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RONALD MIZON IN NOVA SCOTIA 1940 - 1944 Part 1

Written by
Published on January 2018

BLAST FROM THE PAST:

<strong>A change of LIFE at eleven years old.</strong>

My story starts in Middlesborough Yorkshire England in 1939.

September 1939.  War between the United Kingdom and Germany.

What did it mean to me? Not a lot really at first, but shortly afterwards the Air Raid sirens on top of the Parish Church started to wail about 11.00 AM.

Where was I?   I was at the butcher’s shop of Mole Brothers in North Ormesby where I was their early delivery boy and odd job boy in the shop.  In my spare time from school I delivered meat, sausages and pork pies to customers.  The pies went to Public Houses. I would put an extra pie for myself (well! I was a growing boy and Jim, one of the brothers, did not mind this at all.  He was a good friend to me.)

A few days after war was declared workmen appeared and began to dig up our Market Place.  I lived at number 26.  The Market place had houses around three sides.  The fourth side was occupied by the Parish Church where I attended Sunday School.   Soon it became evident to us that the workmen were constructing an underground Air Raid shelter.  When finished, it had long seats along the passageways. Lighting was by oil lamps. Toilet facilities were crude but adequate.  Regulations were issued by the local council from the government. Ration books would be issued for every man, woman and child.  Everything was to be rationed - clothes, food of most kinds and even sweets (candy).  Further regulations were issued that everyone was ordered to attend central posts for the fitting and issue of gas masks.  There were no exceptions.  In addition, instructions were issued that no person was to be seen outside their home without taking their masks. No exceptions.

Middlesborough was, and still is, a large port on the east coast of England.  It has important iron and steel plants, docks for sea-going ships and repair facilities for ships if the need arises. It also has a huge industrial chemical plant in the area. It is, therefore, a good target for enemy bombers.

All was quiet for a time. Then one dark night the siren on top of the church started wailing. This meant the enemy was on the way.
My Mum and Dad led my three sisters and I down to the shelter. It was cold and dark. No street lights. All had been switched out for the duration of the war. If you had a flashlight you were lucky. I was cold in that shelter, believe me. The bombers made a run on our town and did not do much damage. They were aiming for the local steelworks (didn’t hit much this time).

Early in 1940 the local authorities decided to evacuate many children out into the countryside. My sister Bessie and I were selected to go but not our other two sisters. They were more mature and working girls were not eligible.
Within about a week my sister and I were duly labeled with our names and date of birth and where we lived in Middlesborough, in case we got lost in transit.
We met with others at the railway station and a tearful wave to Mum and we were off – to where we had no idea. As it turned, out we were bussed as well and ended up in a small Yorkshire village called Reighton well out into the countryside. Accompanied by teachers, we were taken to various locations with hope for billeting. Bessie and I were in separate homes but were quite close to each other.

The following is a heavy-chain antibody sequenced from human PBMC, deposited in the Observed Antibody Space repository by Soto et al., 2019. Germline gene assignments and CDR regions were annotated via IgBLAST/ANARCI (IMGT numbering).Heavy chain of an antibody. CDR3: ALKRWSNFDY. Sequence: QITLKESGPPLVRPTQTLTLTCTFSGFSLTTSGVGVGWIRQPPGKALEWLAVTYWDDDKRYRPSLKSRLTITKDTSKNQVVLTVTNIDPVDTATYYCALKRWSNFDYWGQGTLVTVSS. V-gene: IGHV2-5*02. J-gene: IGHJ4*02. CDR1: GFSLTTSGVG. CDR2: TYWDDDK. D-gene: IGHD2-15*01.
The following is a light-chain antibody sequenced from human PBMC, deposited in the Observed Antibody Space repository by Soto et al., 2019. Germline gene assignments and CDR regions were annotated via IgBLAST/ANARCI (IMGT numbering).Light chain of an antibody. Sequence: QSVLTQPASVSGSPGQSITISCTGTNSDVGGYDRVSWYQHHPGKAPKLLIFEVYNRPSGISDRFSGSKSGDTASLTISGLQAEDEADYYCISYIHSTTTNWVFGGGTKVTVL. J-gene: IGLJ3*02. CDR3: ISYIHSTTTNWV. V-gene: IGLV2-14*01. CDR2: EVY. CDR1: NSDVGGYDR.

I was introduced to my new guardians, shown my bedroom and other facilities and promptly set to work washing up the dishes. That was just the tip of the iceberg. I was also shown around the pig pens and told that I would be expected to bring in their food and put it in their troughs. They were huge pigs! I’d never seen a live pig and up so close, even when I worked as a butcher’s boy. The way they ran up to me when I went in the pen frightened me and that’s not all. There were rats running around as well!
I was not very happy in my new home and when my Mum came to visit after a couple of weeks I told her and she took my sister and I home.

After about three or four weeks the air raids became more frequent and my parents decided we ought to be evacuated again with the next batch of children.

<strong>Ronald Mizon</strong>

<strong>EDITOR’S NOTE</strong>:  Ronald has agreed to send in stories as frequently as he can and share his experiences with us from the time war intruded into his young life. We have received many related enquiries regarding Ronald and his time here in Nova Scotia and we welcome Ronald’s sharing with us.  Renewed friendships/contacts are now possible where distance and time kept them apart. We have sent a package over to Ronald so he may enjoy, with the assistance of our local history books by Sadie Siroy and St. Paul’s history calendars, his fond memories of his time spent in our community as a young boy.  The latest Heritage Society’s release of their book “Recollections of our Little Corner” is very enjoyable and informative and will surely help Ronald better visualize our community as it was in 1941 and help to see how we have progressed since then.  We anticipate, encourage and look forward to any further information or contacts that this “Blast from the Past” may bring to our “Little Corner”.

Uniacke Newsletter
2018-01-13
https://www.uniackenewsletter.ca/stories/ronald-mizon-in-nova-scotia-1940-1944-part-1